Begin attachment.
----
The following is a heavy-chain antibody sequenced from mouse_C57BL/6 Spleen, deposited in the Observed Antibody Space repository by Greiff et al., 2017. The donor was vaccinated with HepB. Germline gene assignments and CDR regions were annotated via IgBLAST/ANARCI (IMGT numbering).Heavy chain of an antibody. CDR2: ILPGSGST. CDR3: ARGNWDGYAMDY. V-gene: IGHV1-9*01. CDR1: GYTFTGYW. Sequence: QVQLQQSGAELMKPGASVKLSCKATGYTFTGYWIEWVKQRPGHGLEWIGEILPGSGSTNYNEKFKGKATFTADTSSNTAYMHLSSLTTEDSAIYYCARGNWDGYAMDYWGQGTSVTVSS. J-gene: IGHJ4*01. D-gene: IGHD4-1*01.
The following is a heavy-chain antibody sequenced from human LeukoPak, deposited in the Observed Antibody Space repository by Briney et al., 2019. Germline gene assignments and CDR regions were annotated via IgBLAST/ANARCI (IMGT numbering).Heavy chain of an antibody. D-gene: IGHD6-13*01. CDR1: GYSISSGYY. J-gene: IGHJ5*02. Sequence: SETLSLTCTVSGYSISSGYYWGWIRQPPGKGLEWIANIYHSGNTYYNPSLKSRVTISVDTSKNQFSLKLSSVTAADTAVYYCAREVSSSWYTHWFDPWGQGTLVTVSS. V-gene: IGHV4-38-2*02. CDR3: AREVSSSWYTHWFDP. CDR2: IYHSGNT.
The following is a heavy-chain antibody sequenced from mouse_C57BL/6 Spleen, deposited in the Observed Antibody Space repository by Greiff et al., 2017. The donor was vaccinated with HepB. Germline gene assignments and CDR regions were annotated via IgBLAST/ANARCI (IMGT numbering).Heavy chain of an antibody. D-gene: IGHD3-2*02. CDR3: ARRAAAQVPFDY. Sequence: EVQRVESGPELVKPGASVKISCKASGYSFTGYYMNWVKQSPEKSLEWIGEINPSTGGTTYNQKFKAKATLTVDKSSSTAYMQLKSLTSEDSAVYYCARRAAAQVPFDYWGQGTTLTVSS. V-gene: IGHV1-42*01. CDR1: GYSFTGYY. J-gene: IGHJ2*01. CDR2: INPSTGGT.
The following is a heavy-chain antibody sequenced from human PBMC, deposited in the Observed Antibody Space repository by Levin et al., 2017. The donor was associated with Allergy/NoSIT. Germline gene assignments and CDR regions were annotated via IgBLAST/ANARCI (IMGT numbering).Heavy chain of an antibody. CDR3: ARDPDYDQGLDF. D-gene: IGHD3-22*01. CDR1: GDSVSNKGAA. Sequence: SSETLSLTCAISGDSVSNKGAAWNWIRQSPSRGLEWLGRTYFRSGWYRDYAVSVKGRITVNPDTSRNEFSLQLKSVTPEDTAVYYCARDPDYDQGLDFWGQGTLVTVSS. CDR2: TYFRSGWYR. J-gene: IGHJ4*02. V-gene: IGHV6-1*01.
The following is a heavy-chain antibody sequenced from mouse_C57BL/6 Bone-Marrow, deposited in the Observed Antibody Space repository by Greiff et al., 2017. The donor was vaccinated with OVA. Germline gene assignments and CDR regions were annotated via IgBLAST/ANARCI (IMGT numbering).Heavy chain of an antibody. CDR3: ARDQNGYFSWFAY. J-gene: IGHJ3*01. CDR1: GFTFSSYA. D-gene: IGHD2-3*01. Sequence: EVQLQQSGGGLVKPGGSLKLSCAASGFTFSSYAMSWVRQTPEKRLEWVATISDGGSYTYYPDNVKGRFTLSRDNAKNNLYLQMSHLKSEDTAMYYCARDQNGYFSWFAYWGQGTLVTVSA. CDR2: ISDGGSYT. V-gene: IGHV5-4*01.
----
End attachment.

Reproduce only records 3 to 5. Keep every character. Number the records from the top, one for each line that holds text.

The following is a heavy-chain antibody sequenced from mouse_C57BL/6 Spleen, deposited in the Observed Antibody Space repository by Greiff et al., 2017. The donor was vaccinated with HepB. Germline gene assignments and CDR regions were annotated via IgBLAST/ANARCI (IMGT numbering).Heavy chain of an antibody. D-gene: IGHD3-2*02. CDR3: ARRAAAQVPFDY. Sequence: EVQRVESGPELVKPGASVKISCKASGYSFTGYYMNWVKQSPEKSLEWIGEINPSTGGTTYNQKFKAKATLTVDKSSSTAYMQLKSLTSEDSAVYYCARRAAAQVPFDYWGQGTTLTVSS. V-gene: IGHV1-42*01. CDR1: GYSFTGYY. J-gene: IGHJ2*01. CDR2: INPSTGGT.
The following is a heavy-chain antibody sequenced from human PBMC, deposited in the Observed Antibody Space repository by Levin et al., 2017. The donor was associated with Allergy/NoSIT. Germline gene assignments and CDR regions were annotated via IgBLAST/ANARCI (IMGT numbering).Heavy chain of an antibody. CDR3: ARDPDYDQGLDF. D-gene: IGHD3-22*01. CDR1: GDSVSNKGAA. Sequence: SSETLSLTCAISGDSVSNKGAAWNWIRQSPSRGLEWLGRTYFRSGWYRDYAVSVKGRITVNPDTSRNEFSLQLKSVTPEDTAVYYCARDPDYDQGLDFWGQGTLVTVSS. CDR2: TYFRSGWYR. J-gene: IGHJ4*02. V-gene: IGHV6-1*01.
The following is a heavy-chain antibody sequenced from mouse_C57BL/6 Bone-Marrow, deposited in the Observed Antibody Space repository by Greiff et al., 2017. The donor was vaccinated with OVA. Germline gene assignments and CDR regions were annotated via IgBLAST/ANARCI (IMGT numbering).Heavy chain of an antibody. CDR3: ARDQNGYFSWFAY. J-gene: IGHJ3*01. CDR1: GFTFSSYA. D-gene: IGHD2-3*01. Sequence: EVQLQQSGGGLVKPGGSLKLSCAASGFTFSSYAMSWVRQTPEKRLEWVATISDGGSYTYYPDNVKGRFTLSRDNAKNNLYLQMSHLKSEDTAMYYCARDQNGYFSWFAYWGQGTLVTVSA. CDR2: ISDGGSYT. V-gene: IGHV5-4*01.